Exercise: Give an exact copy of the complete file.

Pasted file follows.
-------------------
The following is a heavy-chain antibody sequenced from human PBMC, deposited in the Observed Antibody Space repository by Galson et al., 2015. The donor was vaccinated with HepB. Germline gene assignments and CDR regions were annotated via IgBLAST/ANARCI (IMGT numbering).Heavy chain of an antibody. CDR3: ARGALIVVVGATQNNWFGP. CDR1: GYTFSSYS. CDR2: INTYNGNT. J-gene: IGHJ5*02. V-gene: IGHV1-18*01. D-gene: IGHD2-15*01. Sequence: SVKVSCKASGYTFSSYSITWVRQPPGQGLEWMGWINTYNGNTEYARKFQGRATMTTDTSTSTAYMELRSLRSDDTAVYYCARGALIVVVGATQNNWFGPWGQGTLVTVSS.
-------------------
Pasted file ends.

The following is a heavy-chain antibody sequenced from human PBMC, deposited in the Observed Antibody Space repository by Galson et al., 2015. The donor was vaccinated with HepB. Germline gene assignments and CDR regions were annotated via IgBLAST/ANARCI (IMGT numbering).Heavy chain of an antibody. CDR3: ARGALIVVVGATQNNWFGP. CDR1: GYTFSSYS. CDR2: INTYNGNT. J-gene: IGHJ5*02. V-gene: IGHV1-18*01. D-gene: IGHD2-15*01. Sequence: SVKVSCKASGYTFSSYSITWVRQPPGQGLEWMGWINTYNGNTEYARKFQGRATMTTDTSTSTAYMELRSLRSDDTAVYYCARGALIVVVGATQNNWFGPWGQGTLVTVSS.